In women’s weightlifting, athletes are now allowed to wear full-body, tight-fitted unitards during competitions thanks to a Muslim athlete from Atlanta who wanted to participate in competitions but still dress modestly.

“Weightlifting is an Olympic sport open for all athletes to participate without discrimination on the basis of race, color, religion, sex, age, or national origin in accordance with the principles of the Olympic Charter and values,” International Weightlifting Federation President Tamas Ajan says. “This rule modification has been considered in the spirit of fairness, equality, and inclusion.”

Olympic officials also have allowed a changein the beach volleyball dress code to accommodate countries that have restrictions on women revealing their bodies. Volleyball players will be able to wear more than just bikinis for the first time in Olympic history. Seems like a good move to me.

Image courtesy of Flickr user Adam Care

In London, beach volleyball players had the option to wear uniforms with more coverage than bikinis.

Also consider the story of the new badminton dress code — I assume many people thought it must have been a joke. To create a more “attractive presentation,” the Badminton World Federation in 2011 required that players on the elite level wear skirts or dresses in place of the traditional shorts or pants. Officials said that the dress code was put in place to make female players “more feminine and appealing to fans and corporate sponsors,” but many women felt that the sport was becoming too sexualized, as do I. The organization withdrew the rule in May prior to the Olympics.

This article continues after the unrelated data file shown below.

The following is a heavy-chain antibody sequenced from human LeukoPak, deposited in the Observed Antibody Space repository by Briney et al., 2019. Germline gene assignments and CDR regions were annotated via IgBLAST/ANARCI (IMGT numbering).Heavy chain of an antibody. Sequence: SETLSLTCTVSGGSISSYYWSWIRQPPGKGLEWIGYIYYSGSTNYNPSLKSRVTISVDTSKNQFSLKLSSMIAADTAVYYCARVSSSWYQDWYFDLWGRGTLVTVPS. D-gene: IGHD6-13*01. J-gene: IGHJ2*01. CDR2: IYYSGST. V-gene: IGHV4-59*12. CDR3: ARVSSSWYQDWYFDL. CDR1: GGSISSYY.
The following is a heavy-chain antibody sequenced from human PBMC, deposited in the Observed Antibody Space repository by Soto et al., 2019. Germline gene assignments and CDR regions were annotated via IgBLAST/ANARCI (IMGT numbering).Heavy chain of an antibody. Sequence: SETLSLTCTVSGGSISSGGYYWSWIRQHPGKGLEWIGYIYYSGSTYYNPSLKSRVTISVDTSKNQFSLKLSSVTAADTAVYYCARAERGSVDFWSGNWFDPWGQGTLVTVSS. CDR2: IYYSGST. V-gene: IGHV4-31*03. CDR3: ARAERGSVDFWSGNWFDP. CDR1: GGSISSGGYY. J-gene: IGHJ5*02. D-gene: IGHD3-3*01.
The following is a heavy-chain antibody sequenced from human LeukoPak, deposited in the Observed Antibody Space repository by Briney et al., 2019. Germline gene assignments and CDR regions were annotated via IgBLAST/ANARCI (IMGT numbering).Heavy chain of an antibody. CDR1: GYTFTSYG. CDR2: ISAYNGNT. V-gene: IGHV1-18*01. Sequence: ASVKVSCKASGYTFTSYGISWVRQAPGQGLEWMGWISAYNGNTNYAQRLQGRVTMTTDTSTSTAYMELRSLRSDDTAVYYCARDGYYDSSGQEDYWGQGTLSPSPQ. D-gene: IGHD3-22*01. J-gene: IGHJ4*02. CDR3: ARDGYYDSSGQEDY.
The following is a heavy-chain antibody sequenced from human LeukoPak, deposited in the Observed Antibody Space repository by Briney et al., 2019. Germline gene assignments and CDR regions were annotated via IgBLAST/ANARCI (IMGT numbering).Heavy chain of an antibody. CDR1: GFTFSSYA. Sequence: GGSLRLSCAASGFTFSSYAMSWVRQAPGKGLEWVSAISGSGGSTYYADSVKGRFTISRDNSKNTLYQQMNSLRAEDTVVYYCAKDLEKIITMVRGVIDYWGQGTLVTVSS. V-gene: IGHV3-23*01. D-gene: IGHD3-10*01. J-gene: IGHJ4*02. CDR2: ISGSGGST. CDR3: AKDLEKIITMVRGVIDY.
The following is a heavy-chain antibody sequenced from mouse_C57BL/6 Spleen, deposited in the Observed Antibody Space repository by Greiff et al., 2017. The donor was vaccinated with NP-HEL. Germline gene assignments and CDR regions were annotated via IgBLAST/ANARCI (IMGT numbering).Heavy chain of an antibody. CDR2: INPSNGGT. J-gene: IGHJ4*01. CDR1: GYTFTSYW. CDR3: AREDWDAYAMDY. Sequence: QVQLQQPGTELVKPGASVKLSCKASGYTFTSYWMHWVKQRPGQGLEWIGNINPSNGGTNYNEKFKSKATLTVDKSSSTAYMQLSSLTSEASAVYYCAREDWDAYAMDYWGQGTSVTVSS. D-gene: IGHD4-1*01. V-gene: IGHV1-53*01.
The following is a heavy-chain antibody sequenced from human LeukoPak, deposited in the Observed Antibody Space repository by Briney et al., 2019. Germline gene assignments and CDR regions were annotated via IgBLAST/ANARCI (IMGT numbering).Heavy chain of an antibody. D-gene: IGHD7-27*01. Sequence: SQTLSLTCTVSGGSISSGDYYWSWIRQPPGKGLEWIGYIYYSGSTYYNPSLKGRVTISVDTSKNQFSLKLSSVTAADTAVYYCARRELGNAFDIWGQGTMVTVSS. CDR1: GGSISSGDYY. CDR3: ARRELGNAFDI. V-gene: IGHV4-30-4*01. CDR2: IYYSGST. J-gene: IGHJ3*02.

Female boxers recently shot down an attempt to make them wear skirts in the ring. Skirts? All the better for Olympic-level combat … right? The idea, proposed by the Amateur International Boxing Association, was supposedly suggested to help TV viewers distinguish women from men.

Gloria Peek, the Olympic women’s team coach who struggled for years to gain respect in the male-dominated sport, was livid over the proposal. “This is a pugilistic sport, a combative sport,” she says. “And you want to put sex into it? For what reason? The skirt equates to sex; it equates to nothing else. How are you going to take that and put it into a gladiator sport? And what does that have to do with it?”

As a compromise, female boxers are allowed to wear skirts, but it won’t be mandatory. Claressa Shields, a 165-pound middleweight, isn’t planning to change her competition attire anytime soon. “If you want to wear skirts, go ahead,” she says. “But if you don’t, just let us be normal. I’m not gonna wear a skirt!”

I can’t wait until the next fashion show — I mean Olympics — in 2016.